Introducing Zinc Box Gutter
The Quartz Zinc rainwater system is also available in a half round profile with simple to install fittings for the average domestic project. But the two systems are aimed at different projects and skills sets. The Box profile system is more suited to a large house with a high-pitched roof or small commercial buildings, where a high capacity gutter is required, and is designed to be soldered where the gutter lengths and corners join (and to insert patch outlets – you cut out the hole for the spigot using a hole cutter of 75mm or 92mm diameter depending on the diameter of downpipe being fitted). Therefore, this system requires a slightly higher skill set, and the 120mm wide fascia brackets are far stronger (recommended spaced at 400mm intervals) to support a greater weight of water or snow load.
If you are unsure which size gutter best suits your project, please contact us on 0800 644 44 28. We can make a flow calculation to ensure that the gutters will cope with run off in the worst of the British weather. We’ll need to ask for dimensions of the roof area, roof pitch/slope and the geographic location of the project.
Timber you should not use Zinc Gutters with
- Compatible Incompatible
- Cedar (red or white)
- Douglas Pine
- All wood with pH < 5
- Fir (red or white)
Also avoid contact with copper or water run-off from areas of copper (like copper roofs) to prevent the possibility of electrolytic corrosion.
Zinc is in plentiful supply throughout the earth’s crust and mined globally. It is considered to be one of the most sustainable metals used in construction because its low melting point requires less energy to convert it into recyclable material, and each recycling process takes away none of the mechanical and chemical properties that make it such a high-quality material (30% of world production comes from recycled material). Just one of the reasons it has become a popular choice compared to other types of metals and materials like plastic.
With everyone rightly focusing on environmentally friendly products, zinc is a great choice being abundant, 100% recyclable, and so durable that its long-life span means it is cost effective both for your wallet and for the environment. In rural areas (where pollution is low) its serviceable life can be well in excess of a hundred years (The average rate of corrosion of VMZINC rolled zinc is 1μm per year. With an initial thickness of 0.7mm, a simple calculation demonstrates that the estimated life span of rolled zinc is over a hundred years).
The unique appearance of the Quartz Zinc finish makes it the perfect choice of guttering if you’re looking to make a statement. Pre-weathered like the Quartz Zinc is, it is a similar colour to lead, so it can be used on stone or period properties that are being refurbished and can also look great on contemporary style new builds.
Zinc is unaffected by weather conditions. It does not corrode, but instead builds up a patina, which is a layer that protects the metal, meaning the gutters do not require any painting or coating for protection. As the patina continues to build-up, it hides imperfections such as scratches, so there’s very little maintenance necessary to keep it looking good.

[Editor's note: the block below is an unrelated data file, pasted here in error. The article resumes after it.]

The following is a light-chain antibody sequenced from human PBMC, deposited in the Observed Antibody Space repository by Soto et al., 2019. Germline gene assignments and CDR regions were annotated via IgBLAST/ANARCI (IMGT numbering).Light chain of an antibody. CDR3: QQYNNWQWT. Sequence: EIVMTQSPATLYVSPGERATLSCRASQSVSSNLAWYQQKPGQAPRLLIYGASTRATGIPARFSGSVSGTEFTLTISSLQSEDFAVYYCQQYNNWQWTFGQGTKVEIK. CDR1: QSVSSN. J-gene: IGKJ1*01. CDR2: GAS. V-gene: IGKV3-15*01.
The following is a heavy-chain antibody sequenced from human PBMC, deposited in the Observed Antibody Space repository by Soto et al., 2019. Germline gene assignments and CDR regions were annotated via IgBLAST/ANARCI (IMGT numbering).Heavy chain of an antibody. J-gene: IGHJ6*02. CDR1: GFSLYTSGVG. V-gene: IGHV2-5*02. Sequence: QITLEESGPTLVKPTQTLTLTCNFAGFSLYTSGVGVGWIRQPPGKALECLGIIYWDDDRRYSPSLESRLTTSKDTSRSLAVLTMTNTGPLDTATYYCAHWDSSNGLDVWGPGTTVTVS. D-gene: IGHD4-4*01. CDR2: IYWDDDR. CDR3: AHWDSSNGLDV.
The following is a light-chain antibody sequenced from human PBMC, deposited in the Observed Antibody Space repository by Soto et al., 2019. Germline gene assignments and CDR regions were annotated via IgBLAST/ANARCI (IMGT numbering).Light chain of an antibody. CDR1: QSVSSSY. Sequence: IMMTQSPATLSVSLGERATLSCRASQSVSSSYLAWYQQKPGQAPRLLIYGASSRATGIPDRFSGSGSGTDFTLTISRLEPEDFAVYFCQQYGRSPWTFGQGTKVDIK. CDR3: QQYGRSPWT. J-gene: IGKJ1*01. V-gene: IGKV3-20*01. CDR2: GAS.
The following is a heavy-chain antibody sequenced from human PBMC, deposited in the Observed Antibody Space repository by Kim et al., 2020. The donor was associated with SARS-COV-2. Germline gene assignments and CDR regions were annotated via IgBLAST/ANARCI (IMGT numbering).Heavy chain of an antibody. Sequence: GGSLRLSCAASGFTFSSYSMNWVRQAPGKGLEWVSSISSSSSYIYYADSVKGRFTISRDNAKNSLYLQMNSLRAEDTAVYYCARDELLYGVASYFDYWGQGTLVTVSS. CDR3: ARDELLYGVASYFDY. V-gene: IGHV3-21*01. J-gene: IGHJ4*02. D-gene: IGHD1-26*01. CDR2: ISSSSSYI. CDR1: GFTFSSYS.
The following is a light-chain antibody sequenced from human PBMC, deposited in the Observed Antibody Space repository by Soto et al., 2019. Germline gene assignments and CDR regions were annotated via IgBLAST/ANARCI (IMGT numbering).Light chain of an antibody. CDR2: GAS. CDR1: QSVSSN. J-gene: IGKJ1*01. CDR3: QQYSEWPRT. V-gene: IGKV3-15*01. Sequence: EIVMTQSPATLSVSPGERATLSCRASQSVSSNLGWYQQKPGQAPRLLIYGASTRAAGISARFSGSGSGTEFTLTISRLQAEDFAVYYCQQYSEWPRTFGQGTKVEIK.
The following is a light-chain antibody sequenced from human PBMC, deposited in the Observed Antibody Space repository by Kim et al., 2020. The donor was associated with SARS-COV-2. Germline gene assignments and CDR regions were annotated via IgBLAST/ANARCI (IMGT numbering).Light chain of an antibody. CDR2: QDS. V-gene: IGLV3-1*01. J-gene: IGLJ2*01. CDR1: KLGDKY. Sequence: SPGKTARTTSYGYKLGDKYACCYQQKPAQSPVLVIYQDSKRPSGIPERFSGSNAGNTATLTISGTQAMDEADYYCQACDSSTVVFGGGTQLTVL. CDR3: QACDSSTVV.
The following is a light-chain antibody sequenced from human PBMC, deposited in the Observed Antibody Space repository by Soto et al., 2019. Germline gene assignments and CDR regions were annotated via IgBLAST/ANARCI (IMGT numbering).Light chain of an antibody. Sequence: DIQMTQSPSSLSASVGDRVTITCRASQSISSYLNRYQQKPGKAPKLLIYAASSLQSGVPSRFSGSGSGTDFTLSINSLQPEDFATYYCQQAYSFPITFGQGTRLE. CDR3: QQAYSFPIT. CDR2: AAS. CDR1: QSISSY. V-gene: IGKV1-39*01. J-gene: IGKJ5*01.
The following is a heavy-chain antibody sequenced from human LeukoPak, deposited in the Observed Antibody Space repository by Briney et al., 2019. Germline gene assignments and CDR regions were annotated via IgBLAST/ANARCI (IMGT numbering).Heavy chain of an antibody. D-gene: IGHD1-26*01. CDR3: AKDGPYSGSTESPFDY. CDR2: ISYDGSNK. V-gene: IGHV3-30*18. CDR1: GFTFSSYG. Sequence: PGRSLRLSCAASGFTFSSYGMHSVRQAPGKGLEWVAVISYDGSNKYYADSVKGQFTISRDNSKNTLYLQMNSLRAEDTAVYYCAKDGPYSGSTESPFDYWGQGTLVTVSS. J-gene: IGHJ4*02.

The pre-weathered zinc used to manufacture the Quartz Zinc rainwater system will not discolour, distort or become brittle over time. Cut edges (you cut final lengths with a hacksaw) will not corrode as the natural self-protecting patina develops over time.
Zinc is poisonous to moss and algae, meaning that there is little build-up of plant materials over time which would otherwise contribute to blockages in the guttering. This reduces the need for maintenance and gutter clearing, apart from periodical removal of leaves and other debris as and when required (annually). And it is great for collecting and storing rainwater.
- Lightweight and durable
- Minimal expansion and creaking
- Low maintenance
- Self-protecting natural patina – will not corrode
- Fully recyclable
- Soldered gutter joints, gutter angles (you can buy preformed corners, but they need to be soldered to the gutter lengths) and patch outlets (added flexibility – cut the hole/drop anywhere along the length of the gutter that it is required)
- Lasts more than 50 years
Notes- Traditional high point movement joint:
What exactly is an expansion joint? Simply stated, a box gutter is terminated with an end cap as if the gutter has ended. Then, a space of an inch or two separates that section of gutter from the next, which begins with another end cap. The space between the pair of end caps is covered with a clamped cap to prevent water entry and to allow the separate sections of gutter to move back and forth with temperature changes (see below). Because an expansion joint consists of two terminations in the gutter system, it creates a dam in the system, preventing the flow of water across the joint. An expansion joint, therefore, should be located at a high point in the gutter, as water will then flow away from the expansion joint rather than try to flow through it. [http://www.traditionalroofing.com/TR6_expansion_joints.html Accessed 22/08/19]